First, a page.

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Synopsis 1 Summaries Inthree aboriginal girls escape after being plucked from their homes to be trained as domestic staff and set off on a journey across the Outback. Government policy includes taking half-caste children from their Aboriginal mothers and sending them a thousand miles away to what amounts to indentured servitude, "to save them from themselves.
For days they walk north, following a fence that keeps rabbits from settlements, eluding a native tracker and the regional constabulary. Their pursuers take orders from the government's "chief protector of Aborigines," A.
Neville, blinded by Anglo-Christian certainty, evolutionary world view and conventional wisdom. Can the girls survive? Neville is the government's official in dealing with aborigine issues.
Under the law, he has the right to seize "half-caste" children - those with both aborigine and white parentage - to be housed on native settlements, where they are to be "re-educated" to western ways eventually to become servants for whites.
The assertion is that this measure will protect the aborigine population, as if they are left to intermingle within aborigine communities, half-castes will turn the community white as the weaker aborigine gene will be bred out within a few generations.
It is under this law that Neville seizes, among others, sisters, fourteen year old Molly Craig and eight year old Daisy Craig Kadibilland their ten year old cousin Gracie Fields.
Ever since arriving at the Moore River Native Settlement camp, Molly plans to escape with her sister and cousin, and walk all the way back to Jigalong to their real home, real family and their traditional way of life.
Molly uses the 3, kilometer long rabbit-proof fence which runs adjacent to Jigalong to navigate her way home. But Neville and his trackers will not let a bunch of half-caste girls circumvent the law and its associated grand plan.
Neville had the power to relocate half-caste children from their families to educational centers to give the culture of the white man. When the fourteen year-old aboriginal girl Molly Craig is taken from her mother in Jigalong with her eight year-old sister Daisy Kadibill and their ten year-old cousin Gracie Fields to the distant Moore River Native Center, they run away trying to return to the tribe in the desert.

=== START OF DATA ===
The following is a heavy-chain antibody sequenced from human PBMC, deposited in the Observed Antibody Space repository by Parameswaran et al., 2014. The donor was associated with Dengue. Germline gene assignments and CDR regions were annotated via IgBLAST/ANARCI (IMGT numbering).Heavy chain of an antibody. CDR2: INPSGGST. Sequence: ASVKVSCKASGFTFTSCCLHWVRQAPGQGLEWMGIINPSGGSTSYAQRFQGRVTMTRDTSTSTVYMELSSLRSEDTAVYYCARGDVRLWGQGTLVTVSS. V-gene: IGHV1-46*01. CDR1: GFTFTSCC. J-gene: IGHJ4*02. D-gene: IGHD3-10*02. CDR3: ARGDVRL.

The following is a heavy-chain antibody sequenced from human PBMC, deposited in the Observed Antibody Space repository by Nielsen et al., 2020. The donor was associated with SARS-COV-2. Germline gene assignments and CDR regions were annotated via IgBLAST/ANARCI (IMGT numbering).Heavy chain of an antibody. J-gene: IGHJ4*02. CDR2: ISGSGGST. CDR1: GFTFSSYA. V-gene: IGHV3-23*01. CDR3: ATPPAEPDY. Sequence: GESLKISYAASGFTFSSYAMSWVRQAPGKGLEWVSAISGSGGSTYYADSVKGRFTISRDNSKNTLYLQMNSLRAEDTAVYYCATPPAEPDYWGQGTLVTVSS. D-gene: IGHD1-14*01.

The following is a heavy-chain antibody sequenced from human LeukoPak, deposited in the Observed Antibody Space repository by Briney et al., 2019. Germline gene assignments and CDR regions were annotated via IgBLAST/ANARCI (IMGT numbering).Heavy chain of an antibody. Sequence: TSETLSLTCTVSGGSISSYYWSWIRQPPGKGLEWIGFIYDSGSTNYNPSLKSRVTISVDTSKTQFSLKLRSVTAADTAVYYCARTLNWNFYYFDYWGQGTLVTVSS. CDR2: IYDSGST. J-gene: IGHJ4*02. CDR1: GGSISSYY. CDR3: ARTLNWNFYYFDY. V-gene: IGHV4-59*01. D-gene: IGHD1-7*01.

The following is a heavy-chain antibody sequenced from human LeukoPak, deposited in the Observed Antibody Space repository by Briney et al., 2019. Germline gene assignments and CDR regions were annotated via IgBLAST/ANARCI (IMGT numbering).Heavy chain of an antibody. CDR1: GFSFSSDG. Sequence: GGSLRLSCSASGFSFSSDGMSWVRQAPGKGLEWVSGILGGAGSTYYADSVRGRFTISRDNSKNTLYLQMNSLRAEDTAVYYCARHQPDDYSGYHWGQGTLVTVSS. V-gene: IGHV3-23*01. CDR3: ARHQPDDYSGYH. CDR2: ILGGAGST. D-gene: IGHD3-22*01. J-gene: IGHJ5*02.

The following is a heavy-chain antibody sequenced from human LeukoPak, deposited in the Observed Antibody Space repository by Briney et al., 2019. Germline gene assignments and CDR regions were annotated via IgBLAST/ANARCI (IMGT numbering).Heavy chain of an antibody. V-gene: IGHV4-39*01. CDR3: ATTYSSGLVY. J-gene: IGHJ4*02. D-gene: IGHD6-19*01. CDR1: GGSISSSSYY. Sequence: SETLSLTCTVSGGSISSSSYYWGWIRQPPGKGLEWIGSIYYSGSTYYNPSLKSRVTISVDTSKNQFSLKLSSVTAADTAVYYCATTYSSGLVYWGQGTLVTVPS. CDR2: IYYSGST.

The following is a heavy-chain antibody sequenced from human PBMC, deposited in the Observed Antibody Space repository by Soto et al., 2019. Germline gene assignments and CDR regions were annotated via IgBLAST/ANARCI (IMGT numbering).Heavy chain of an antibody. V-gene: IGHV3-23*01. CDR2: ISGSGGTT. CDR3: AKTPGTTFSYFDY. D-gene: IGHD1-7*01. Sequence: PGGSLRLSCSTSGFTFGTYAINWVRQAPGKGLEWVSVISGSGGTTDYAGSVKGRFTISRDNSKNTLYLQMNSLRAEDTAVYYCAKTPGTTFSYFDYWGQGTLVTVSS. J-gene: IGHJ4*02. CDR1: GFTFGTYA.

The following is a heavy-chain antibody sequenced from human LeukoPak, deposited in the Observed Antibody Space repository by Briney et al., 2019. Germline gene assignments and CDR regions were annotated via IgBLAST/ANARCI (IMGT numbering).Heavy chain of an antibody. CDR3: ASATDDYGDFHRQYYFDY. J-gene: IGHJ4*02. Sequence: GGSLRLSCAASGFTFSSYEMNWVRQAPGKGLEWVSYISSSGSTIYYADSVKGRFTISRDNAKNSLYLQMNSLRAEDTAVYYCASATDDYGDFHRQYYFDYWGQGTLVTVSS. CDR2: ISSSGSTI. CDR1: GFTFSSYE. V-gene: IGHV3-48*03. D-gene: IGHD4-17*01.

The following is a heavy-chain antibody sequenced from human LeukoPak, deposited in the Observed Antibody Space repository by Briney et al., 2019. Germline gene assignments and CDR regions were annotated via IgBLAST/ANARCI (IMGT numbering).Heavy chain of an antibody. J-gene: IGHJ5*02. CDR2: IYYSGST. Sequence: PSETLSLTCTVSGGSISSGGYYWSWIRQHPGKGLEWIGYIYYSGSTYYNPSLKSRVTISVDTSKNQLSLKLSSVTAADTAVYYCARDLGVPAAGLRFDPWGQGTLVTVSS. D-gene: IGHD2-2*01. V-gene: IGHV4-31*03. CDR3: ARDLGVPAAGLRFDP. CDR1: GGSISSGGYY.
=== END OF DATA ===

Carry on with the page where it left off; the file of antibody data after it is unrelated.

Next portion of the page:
They are chased by the skilled tracker Moodoo and the police under the command of Neville, and have to survive to their long journey back home.
Snatched from their mothers' arms. Spirited 1, miles away. Denied their very identity. Forced to adapt to a strange new world.
They will attempt the impossible. A run from the authorities. An epic journey across an unforgiving landscape that will test their very will to survive.Rabbit-Proof Fence is a Australian drama (directed by Phillip Noyce) film based on the book Follow the Rabbit-Proof Fence by Doris Pilkington Garimara.
It concerns the author's mother, and two other young mixed-race Aboriginal girls, who ran away from the Moore River Native Settlement, north of Perth, in order to return to their Aboriginal. Follow the Rabbit-Proof Fence study guide contains a biography of Doris Pilkington, literature essays, quiz questions, major themes, characters, and a full summary and analysis.
About Follow the Rabbit-Proof Fence. Throughout Rabbit-Proof Fence, Noyce encourages the viewer to understand and imaginatively experience the story through the feelings of the children.
The narrative structure, visual symbolism, camera angles, music, characterisation and use and absence of language are techniques that Noyce uses to position the reader to sympathise with .
Rabbit proof fence Rabbit-Proof Fence is not fiction. It is the true story of three Aborigine children Molly and Daisy and their cousin, Gracie who in were taken forcibly from their mothers and their home in Jigalong in the north of Australia and moved to the Moore River Native Settlement over a .
Summary: An overview of the ways in which the film "Rabbit-Proof Fence" conveys the importance of home, family, and country to indigenous peoples.
The film "Rabbit-Proof Fence" conveys the importance of home and country to indigenous peoples. Rabbit-Proof Fence by Doris Pilkington is the true story of the escape of three young girls from a settlement school they were forced to attend in Australia, over one thousand miles away from their families and homes.
The three girls, along with many others, were mandated to .